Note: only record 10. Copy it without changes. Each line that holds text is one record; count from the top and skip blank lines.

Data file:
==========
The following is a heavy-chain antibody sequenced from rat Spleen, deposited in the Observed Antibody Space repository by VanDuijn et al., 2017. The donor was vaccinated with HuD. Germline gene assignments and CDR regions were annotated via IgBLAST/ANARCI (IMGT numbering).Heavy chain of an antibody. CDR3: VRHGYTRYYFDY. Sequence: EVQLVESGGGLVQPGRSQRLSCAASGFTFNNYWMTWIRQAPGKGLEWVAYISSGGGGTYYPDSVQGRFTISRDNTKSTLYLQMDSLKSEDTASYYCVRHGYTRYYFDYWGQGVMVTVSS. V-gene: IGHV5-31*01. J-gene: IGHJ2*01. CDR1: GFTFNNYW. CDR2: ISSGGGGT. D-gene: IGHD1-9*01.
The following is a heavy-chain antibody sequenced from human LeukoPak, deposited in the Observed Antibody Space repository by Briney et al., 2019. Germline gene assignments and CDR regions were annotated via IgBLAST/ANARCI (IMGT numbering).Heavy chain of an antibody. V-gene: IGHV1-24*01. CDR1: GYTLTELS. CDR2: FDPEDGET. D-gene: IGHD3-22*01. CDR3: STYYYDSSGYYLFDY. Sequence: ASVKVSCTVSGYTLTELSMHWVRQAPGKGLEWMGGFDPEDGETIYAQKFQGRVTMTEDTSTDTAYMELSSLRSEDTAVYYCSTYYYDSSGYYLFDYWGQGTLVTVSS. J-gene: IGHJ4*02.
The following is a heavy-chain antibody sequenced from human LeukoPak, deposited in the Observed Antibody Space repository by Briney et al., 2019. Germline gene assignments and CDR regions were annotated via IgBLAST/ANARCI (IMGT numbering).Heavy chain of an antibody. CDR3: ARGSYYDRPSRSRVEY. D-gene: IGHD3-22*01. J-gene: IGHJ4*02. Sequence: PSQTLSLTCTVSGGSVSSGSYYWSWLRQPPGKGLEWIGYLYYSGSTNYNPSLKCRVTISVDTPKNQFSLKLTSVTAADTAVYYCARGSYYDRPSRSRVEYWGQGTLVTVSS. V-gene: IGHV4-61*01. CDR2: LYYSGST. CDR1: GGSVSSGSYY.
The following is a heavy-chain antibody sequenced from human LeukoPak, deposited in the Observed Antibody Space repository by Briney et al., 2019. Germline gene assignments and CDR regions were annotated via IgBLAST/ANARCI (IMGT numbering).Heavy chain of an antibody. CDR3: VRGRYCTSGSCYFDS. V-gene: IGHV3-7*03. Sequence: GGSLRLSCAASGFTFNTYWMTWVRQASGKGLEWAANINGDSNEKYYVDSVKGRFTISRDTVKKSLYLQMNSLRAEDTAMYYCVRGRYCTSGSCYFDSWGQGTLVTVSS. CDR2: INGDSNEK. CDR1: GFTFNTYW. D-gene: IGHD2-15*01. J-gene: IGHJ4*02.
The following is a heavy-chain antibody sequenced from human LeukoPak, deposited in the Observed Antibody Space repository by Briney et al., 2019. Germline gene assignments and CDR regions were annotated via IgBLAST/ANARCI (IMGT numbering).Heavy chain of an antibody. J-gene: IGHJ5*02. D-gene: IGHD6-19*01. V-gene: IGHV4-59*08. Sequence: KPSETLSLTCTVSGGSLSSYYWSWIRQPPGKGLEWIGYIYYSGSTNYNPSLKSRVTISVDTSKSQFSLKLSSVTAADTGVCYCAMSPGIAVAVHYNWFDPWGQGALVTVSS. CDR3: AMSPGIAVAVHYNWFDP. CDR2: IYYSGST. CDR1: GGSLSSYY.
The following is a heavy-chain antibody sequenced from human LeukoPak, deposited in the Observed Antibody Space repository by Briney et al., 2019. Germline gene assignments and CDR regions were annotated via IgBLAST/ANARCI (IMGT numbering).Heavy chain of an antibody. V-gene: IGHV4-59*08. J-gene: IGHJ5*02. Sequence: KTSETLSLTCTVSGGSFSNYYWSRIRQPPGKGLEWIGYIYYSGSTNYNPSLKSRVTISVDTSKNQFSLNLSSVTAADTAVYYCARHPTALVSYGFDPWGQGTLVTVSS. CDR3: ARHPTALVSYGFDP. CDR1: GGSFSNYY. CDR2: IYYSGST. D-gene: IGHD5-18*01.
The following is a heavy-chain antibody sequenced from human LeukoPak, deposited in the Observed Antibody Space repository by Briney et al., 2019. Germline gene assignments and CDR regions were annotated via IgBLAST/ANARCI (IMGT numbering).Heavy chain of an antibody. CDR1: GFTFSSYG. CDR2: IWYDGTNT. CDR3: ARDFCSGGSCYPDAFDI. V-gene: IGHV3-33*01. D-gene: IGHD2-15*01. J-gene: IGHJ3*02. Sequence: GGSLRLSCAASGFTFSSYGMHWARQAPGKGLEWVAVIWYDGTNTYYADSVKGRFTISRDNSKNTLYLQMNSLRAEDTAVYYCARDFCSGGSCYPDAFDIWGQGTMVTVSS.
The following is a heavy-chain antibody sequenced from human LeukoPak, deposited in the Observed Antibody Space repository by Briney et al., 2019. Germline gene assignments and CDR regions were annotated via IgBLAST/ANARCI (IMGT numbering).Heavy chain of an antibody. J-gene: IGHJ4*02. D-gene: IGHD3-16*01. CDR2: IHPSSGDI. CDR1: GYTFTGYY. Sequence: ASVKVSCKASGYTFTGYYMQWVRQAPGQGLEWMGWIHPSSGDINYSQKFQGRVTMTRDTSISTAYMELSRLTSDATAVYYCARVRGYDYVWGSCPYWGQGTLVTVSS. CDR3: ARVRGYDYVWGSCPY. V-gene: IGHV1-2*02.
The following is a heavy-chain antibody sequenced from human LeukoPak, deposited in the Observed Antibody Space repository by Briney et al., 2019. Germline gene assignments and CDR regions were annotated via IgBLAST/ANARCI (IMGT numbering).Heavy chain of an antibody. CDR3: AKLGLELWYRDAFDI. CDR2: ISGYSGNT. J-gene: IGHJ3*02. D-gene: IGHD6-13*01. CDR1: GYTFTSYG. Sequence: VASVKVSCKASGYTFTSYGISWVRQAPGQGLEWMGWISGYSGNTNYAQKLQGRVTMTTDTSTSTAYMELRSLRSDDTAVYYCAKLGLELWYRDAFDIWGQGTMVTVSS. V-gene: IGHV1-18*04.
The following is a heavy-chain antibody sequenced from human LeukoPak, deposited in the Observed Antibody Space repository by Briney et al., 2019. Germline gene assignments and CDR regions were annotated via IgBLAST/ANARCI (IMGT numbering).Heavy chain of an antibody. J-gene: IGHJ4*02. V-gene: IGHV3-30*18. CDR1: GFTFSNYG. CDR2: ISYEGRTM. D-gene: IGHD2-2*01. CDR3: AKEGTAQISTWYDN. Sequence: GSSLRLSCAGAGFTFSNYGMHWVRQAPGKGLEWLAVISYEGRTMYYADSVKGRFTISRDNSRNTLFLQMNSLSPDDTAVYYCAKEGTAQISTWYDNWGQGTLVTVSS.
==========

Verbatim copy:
The following is a heavy-chain antibody sequenced from human LeukoPak, deposited in the Observed Antibody Space repository by Briney et al., 2019. Germline gene assignments and CDR regions were annotated via IgBLAST/ANARCI (IMGT numbering).Heavy chain of an antibody. J-gene: IGHJ4*02. V-gene: IGHV3-30*18. CDR1: GFTFSNYG. CDR2: ISYEGRTM. D-gene: IGHD2-2*01. CDR3: AKEGTAQISTWYDN. Sequence: GSSLRLSCAGAGFTFSNYGMHWVRQAPGKGLEWLAVISYEGRTMYYADSVKGRFTISRDNSRNTLFLQMNSLSPDDTAVYYCAKEGTAQISTWYDNWGQGTLVTVSS.